|Date: September 15, 2004||HC# 030443-264|
Re: Lycopene in Blood Associated with Reduced Incidence of Cardiovascular Disease in Women
Sesso H, Buring J, Norkus P, Gaziano JM. Plasma lycopene, other carotenoids, and retinol and the risk of cardiovascular disease in women. American Journal of Clinical Nutrition. 2004;79:47-53.
There is growing evidence that lycopene, a carotenoid without provitamin A activity, which is found in high concentrations in a small number of plant foods (tomato, watermelon, pink grapefruit, papaya, and apricot), has significant antioxidant potential in vitro. Although most research on lycopene has focused on its possible role in reducing the risk of prostate cancer, limited epidemiologic data support a preventive effect of lycopene against cardiovascular disease (CVD). It has been suggested that lycopene may have a cholesterol synthesis-inhibiting effect that could enhance LDL (low-density lipoprotein) degradation. More than 80% of the lycopene intake in the American diet comes from the consumption of tomato products, including ketchup, tomato juice, and tomato sauces.
The current study evaluated baseline concentrations of plasma lycopene, other carotenoids, and retinol in middle-aged and elderly women in the Women's Health Study (WHS), who were initially free of CVD, to examine their relation with the subsequent risk of CVD. The WHS is an ongoing randomized, double-blind, placebo-controlled 2 X 2 factorial trial of the relation between low-dose aspirin and vitamin E and the primary prevention of CVD and cancer.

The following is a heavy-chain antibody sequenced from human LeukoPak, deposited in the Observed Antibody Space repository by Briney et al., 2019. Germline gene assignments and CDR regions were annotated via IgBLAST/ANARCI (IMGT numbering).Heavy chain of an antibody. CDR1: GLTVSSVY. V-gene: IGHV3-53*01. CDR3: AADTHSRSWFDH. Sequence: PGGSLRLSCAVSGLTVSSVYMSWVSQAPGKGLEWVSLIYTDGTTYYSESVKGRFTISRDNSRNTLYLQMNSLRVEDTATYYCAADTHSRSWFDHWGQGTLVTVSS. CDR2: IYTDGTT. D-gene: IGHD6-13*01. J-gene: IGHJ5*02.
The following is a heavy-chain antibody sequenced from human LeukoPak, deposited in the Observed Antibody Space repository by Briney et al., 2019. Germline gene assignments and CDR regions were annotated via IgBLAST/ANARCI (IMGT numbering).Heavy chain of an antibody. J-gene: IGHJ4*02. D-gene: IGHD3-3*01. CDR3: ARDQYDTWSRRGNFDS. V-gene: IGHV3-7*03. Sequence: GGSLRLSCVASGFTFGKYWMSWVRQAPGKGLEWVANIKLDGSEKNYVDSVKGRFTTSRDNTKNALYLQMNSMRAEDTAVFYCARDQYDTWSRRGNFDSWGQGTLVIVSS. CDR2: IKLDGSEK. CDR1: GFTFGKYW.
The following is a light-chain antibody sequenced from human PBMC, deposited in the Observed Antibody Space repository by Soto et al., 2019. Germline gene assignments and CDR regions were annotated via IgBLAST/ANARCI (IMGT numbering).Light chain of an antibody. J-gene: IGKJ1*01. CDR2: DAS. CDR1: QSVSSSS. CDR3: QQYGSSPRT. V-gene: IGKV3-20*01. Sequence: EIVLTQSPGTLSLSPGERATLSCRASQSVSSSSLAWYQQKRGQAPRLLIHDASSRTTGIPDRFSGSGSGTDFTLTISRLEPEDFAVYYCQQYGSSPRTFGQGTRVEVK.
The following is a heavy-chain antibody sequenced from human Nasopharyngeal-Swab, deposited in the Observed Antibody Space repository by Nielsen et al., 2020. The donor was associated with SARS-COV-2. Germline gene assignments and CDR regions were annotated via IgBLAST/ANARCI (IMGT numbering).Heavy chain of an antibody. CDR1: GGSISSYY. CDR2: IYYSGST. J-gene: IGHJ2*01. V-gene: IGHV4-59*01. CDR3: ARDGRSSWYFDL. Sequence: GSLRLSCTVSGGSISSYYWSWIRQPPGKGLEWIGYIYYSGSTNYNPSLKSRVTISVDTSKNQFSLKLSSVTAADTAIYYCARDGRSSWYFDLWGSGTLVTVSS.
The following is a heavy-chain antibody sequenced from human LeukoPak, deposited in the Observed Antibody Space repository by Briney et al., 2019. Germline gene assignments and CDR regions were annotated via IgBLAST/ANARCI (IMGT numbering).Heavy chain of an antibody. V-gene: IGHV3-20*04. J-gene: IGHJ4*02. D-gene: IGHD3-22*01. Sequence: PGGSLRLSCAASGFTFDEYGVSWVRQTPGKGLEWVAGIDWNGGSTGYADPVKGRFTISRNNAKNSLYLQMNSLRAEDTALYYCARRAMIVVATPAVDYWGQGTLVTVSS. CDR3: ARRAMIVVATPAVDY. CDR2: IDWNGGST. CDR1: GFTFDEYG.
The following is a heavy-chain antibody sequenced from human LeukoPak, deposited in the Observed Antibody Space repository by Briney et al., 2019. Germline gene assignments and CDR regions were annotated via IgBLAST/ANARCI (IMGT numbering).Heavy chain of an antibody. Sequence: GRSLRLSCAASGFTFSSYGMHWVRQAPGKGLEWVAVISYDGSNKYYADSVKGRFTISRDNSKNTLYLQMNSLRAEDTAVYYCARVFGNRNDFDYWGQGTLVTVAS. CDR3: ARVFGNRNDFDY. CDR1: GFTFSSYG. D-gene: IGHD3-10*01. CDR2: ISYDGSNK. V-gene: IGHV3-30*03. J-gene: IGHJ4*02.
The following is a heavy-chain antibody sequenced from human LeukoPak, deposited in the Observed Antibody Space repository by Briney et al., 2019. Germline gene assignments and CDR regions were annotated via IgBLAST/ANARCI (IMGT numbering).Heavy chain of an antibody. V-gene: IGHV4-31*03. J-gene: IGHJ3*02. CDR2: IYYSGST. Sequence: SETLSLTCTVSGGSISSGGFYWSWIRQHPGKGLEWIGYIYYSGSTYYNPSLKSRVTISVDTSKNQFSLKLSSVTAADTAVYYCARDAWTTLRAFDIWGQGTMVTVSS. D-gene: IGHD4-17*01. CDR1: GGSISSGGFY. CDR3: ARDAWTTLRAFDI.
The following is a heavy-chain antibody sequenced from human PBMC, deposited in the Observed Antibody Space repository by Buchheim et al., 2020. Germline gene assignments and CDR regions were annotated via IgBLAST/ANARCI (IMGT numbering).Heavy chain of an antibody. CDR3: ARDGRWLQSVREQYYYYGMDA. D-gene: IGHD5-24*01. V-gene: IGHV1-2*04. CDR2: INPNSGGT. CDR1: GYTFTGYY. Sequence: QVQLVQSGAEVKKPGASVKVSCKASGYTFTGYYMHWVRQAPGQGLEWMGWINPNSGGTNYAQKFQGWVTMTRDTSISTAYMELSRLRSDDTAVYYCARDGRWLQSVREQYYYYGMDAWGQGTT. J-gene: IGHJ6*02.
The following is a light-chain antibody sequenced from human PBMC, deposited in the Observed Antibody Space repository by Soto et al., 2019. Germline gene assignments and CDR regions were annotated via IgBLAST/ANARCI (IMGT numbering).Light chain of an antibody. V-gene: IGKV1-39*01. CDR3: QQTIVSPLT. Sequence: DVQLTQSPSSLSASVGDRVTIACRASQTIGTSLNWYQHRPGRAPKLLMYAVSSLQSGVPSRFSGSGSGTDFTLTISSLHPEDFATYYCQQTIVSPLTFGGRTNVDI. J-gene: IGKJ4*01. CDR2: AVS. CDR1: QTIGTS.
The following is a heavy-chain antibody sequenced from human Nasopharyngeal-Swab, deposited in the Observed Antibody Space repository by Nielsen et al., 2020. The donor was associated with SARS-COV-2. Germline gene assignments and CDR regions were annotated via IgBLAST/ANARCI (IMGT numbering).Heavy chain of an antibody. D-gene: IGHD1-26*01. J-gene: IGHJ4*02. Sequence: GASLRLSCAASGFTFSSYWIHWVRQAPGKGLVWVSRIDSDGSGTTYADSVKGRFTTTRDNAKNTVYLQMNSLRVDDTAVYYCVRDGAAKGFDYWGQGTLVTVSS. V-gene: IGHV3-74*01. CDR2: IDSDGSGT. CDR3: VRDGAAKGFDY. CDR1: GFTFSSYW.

A prospective, nested, case-control design was used to identify 483 case-control pairs of WHS participants. Cases included women who provided baseline blood samples and subsequently experienced a cardiovascular event, defined as CVD death, nonfatal MI, nonfatal stroke, percutaneous transluminal coronary angioplasty, coronary artery bypass graft, or angina pectoris. Study physicians conducted blinded reviews of all cases. Each case of CVD was matched with a control subject according to age, smoking status, and follow up time.
Women with concentrations of plasma lycopene of at least 16.5 mcg/dL had a possible 34% reduction in total CVD compared with those in the lowest quartile, after adjustment for major lifestyle, clinical, and dietary risk factors. The magnitude of the effect was stronger after women with angina were excluded.
In relating plasma lycopene levels to other carotenoids, lycopene was most closely correlated with plasma beta-carotene levels, followed by beta-cryptoxanthin, lutein/zeaxanthin, alpha-carotene, and retinol. Increasing quartiles of plasma retinol, beta-cryptoxanthin, and lutein/zeaxanthin were not associated with the risk of CVD.
Correlations among tomato products with plasma lycopene were highest for tomato sauce, which is consistent with the lipophilic properties of lycopene that require the simultaneous ingestion of fats for optimal absorption. No other dietary factors were strongly associated with plasma lycopene. Therefore, beyond modest effects for tomato sauce, no clear dietary pattern emerged which greatly affected plasma lycopene concentrations. Other factors related to lycopene absorption and metabolism may also confound the association between plasma and dietary lycopene.
The researchers conclude that higher plasma lycopene concentrations may be associated with a lower risk of CVD in middle-aged and elderly women. However, they also pointed out that plasma lycopene may simply be a marker for another dietary or nutritional component that travels with lycopene in foods. Further research on the potential mechanistic actions of lycopene in the prevention of CVD and other chronic diseases is warranted.
-Densie Webb, PhD